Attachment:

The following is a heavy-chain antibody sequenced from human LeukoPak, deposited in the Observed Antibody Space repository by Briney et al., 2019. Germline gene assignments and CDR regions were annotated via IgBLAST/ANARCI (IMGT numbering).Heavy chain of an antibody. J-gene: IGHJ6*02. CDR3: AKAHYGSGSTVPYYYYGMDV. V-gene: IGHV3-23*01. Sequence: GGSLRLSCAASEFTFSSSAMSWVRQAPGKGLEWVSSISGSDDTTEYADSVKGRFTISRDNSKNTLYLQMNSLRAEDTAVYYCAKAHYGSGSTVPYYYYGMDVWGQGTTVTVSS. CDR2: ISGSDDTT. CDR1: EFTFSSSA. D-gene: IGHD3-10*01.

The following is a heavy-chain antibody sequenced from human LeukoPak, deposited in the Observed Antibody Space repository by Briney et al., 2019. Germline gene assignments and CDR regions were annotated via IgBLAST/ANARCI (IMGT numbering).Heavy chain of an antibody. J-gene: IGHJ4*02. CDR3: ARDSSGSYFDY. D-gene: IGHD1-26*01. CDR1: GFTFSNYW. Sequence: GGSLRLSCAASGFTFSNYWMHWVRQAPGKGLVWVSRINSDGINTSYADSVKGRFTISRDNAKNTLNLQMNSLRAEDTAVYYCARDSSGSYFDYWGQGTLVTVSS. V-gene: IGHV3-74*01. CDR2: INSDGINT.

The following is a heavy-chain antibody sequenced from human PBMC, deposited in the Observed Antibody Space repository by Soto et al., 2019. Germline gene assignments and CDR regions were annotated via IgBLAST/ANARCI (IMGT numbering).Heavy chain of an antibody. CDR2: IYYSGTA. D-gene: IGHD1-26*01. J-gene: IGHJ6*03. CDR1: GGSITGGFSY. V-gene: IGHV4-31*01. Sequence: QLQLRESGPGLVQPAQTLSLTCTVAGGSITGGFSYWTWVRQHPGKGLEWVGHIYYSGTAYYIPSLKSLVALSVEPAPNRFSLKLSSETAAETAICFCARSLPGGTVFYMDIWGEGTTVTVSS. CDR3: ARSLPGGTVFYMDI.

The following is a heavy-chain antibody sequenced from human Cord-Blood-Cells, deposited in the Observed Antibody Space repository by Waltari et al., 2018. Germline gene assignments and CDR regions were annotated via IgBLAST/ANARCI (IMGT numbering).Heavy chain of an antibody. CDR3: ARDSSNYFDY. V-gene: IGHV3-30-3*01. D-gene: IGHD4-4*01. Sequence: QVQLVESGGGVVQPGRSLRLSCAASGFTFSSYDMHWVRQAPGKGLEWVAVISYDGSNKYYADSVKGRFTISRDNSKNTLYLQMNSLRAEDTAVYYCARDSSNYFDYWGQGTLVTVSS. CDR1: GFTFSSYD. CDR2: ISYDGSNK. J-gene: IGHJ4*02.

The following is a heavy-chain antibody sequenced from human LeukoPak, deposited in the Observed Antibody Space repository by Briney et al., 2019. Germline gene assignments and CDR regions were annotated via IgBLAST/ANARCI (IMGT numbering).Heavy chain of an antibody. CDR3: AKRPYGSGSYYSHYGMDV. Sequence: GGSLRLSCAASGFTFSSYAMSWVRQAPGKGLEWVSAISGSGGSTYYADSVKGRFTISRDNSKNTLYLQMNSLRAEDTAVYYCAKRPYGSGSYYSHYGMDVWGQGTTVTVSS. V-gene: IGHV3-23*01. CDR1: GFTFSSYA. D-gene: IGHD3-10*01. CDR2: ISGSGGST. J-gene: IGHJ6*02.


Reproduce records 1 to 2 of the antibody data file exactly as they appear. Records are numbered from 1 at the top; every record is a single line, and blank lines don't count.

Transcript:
The following is a heavy-chain antibody sequenced from human LeukoPak, deposited in the Observed Antibody Space repository by Briney et al., 2019. Germline gene assignments and CDR regions were annotated via IgBLAST/ANARCI (IMGT numbering).Heavy chain of an antibody. J-gene: IGHJ6*02. CDR3: AKAHYGSGSTVPYYYYGMDV. V-gene: IGHV3-23*01. Sequence: GGSLRLSCAASEFTFSSSAMSWVRQAPGKGLEWVSSISGSDDTTEYADSVKGRFTISRDNSKNTLYLQMNSLRAEDTAVYYCAKAHYGSGSTVPYYYYGMDVWGQGTTVTVSS. CDR2: ISGSDDTT. CDR1: EFTFSSSA. D-gene: IGHD3-10*01.

The following is a heavy-chain antibody sequenced from human LeukoPak, deposited in the Observed Antibody Space repository by Briney et al., 2019. Germline gene assignments and CDR regions were annotated via IgBLAST/ANARCI (IMGT numbering).Heavy chain of an antibody. J-gene: IGHJ4*02. CDR3: ARDSSGSYFDY. D-gene: IGHD1-26*01. CDR1: GFTFSNYW. Sequence: GGSLRLSCAASGFTFSNYWMHWVRQAPGKGLVWVSRINSDGINTSYADSVKGRFTISRDNAKNTLNLQMNSLRAEDTAVYYCARDSSGSYFDYWGQGTLVTVSS. V-gene: IGHV3-74*01. CDR2: INSDGINT.